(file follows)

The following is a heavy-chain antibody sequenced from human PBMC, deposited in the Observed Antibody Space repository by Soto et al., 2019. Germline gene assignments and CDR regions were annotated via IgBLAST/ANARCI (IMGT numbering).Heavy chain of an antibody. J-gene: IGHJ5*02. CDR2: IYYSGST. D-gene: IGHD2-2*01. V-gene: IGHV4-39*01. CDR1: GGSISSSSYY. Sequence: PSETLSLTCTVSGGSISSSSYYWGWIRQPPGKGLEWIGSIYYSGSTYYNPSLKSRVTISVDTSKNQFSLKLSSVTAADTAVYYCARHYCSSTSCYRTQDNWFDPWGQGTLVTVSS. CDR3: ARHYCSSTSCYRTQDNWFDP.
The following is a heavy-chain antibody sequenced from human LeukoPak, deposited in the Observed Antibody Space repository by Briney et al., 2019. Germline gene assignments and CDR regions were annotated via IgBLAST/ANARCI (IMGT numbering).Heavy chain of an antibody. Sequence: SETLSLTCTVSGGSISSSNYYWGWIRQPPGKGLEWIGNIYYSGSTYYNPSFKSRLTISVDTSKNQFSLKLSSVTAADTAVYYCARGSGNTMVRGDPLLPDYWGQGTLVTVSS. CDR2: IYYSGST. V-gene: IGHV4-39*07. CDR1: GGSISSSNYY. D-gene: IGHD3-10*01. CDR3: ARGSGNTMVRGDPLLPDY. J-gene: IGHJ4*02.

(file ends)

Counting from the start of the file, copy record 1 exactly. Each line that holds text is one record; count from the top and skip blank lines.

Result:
The following is a heavy-chain antibody sequenced from human PBMC, deposited in the Observed Antibody Space repository by Soto et al., 2019. Germline gene assignments and CDR regions were annotated via IgBLAST/ANARCI (IMGT numbering).Heavy chain of an antibody. J-gene: IGHJ5*02. CDR2: IYYSGST. D-gene: IGHD2-2*01. V-gene: IGHV4-39*01. CDR1: GGSISSSSYY. Sequence: PSETLSLTCTVSGGSISSSSYYWGWIRQPPGKGLEWIGSIYYSGSTYYNPSLKSRVTISVDTSKNQFSLKLSSVTAADTAVYYCARHYCSSTSCYRTQDNWFDPWGQGTLVTVSS. CDR3: ARHYCSSTSCYRTQDNWFDP.